In response to Russia's latest attempt of repression against Crimean Tatars, Turkey's Foreign Ministry said Saturday that Ankara is closely following the detention of the Crimean Tatar National Assembly's deputy chairman by Russian forces with "concern."
Foreign Ministry spokesperson Tanju Bilgiç said in a statement that they had received news that Nariman Dzhelyal, the deputy head of the Crimean Tatar National Assembly, has been "detained and taken to an unknown place following a raid on his house in Crimea" early on Saturday and that his whereabouts are yet unknown.
"We are following the developments with concern," Bilgiç said, adding that Turkey expects Dzhelyal and the four other Crimean Tatars arrested with him to "return to their homes and families as soon as possible."
Earlier on Saturday, President of the Crimean Tatar National Assembly Refat Chubarov said on social media that Dzhelyal was being held in the Russian Federal Security Service (FSB) building in Crimea after he was taken into custody at his home in the city of Akmescit.
Russian security forces also arrested more than 50 people in Crimea, a senior Ukrainian official said late Saturday.
"There are already 50 detainees in Crimea, relatives, friends, activists, including 2 civilian journalists, who came to the Russian Federal Security Service (FSB) building to enquire into the fate of 5 Crimean Tatars detained shortly before," Deputy Foreign Minister Emine Dzhaparova said on Twitter.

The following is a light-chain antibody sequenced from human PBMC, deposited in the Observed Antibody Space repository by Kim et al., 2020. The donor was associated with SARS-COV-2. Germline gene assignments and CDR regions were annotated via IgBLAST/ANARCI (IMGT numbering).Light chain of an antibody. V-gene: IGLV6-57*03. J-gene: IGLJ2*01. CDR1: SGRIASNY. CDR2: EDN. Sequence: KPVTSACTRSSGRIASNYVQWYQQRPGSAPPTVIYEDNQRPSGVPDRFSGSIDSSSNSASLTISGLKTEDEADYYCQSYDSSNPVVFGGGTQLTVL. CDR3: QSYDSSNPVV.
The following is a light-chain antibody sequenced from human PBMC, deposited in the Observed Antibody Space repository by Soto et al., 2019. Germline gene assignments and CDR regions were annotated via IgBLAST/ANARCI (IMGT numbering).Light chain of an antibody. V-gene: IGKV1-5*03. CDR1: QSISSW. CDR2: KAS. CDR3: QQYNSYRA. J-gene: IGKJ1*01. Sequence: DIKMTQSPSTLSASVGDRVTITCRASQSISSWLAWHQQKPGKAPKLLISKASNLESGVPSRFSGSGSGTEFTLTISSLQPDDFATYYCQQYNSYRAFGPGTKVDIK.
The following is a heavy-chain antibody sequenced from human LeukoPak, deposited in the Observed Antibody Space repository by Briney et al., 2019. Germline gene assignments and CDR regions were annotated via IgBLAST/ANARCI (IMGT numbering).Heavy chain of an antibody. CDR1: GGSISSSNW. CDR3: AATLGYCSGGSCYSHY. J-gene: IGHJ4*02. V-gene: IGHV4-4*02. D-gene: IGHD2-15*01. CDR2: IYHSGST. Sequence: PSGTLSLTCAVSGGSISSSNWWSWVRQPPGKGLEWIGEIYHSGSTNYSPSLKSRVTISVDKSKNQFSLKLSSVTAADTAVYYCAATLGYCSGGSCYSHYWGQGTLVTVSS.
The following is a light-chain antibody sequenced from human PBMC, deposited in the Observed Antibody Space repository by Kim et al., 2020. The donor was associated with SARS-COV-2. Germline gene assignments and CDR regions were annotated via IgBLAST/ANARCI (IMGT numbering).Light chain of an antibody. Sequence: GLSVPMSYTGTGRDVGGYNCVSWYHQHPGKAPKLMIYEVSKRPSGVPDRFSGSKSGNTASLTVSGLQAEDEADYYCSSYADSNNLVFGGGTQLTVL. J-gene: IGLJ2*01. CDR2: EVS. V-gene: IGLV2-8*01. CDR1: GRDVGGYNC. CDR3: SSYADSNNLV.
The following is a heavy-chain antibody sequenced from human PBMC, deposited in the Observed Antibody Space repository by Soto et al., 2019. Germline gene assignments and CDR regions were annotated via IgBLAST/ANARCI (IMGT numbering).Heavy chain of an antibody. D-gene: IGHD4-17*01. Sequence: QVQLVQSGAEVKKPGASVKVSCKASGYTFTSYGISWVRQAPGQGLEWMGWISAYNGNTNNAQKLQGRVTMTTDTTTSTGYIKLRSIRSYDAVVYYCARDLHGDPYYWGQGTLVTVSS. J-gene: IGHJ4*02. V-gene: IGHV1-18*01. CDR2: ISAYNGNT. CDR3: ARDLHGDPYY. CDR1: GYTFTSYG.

"Mass repression against Ukrainian citizens is an act of revenge for the Crimea Platform," Dzhaparova noted.
Dzhaparova said in an earlier statement that a recent series of arrests of Crimean Tatars by Russian authorities constitutes "another wave of repressions in the temporarily-occupied Crimea."
Citing human rights organizations, she said "occupation authorities" had conducted searches in the homes of Crimean Tatars, abducting five people.
One of those abducted, Nariman Dzhelyal, is a Ukrainian Crimean Tatar politician, journalist, teacher, political scientist and "deputy chairman of the Mejlis of the Crimean Tatar People, banned by Russia in 2016," Dzhaparova noted.
Turkey was among the first countries to voice support for the Crimean Platform that was held on Aug. 23.
During the summit, Foreign Minister Mevlüt Çavuşoğlu stated that Turkey has never recognized the illegal occupation of Crimea and will not recognize it, underlining that Ankara supports Ukraine's territorial integrity. He also called on the international community to act as one against the annexation of Crimea.
Turkey is one of the most active supporters of the Crimea issue on the international level, Ukraine's Deputy Foreign Minister Dzhaparova also said, expressing her hope that the Crimean Platform will strengthen global efforts for the liberation of the region.
Military tensions between Ukraine and Russia have been high since the annexation of the Crimean Peninsula by Russia in 2014.
Turkey, along with the rest of NATO, criticized Moscow's 2014 annexation of Crimea and voiced support for Ukraine's territorial integrity as Kyiv's forces battle pro-Russian separatists in eastern Ukraine.
The Crimean Platform was established in October 2020 as part of Ukraine's strategy to clear Crimea of Russian forces.
Crimean Tatars are a Muslim community indigenous to the Black Sea peninsula. Most Crimean Tatars opposed Moscow's annexation of the Crimean Peninsula. Russian authorities have since cracked down on the community, banning their assembly and television channel as well as detaining and jailing dozens of activists.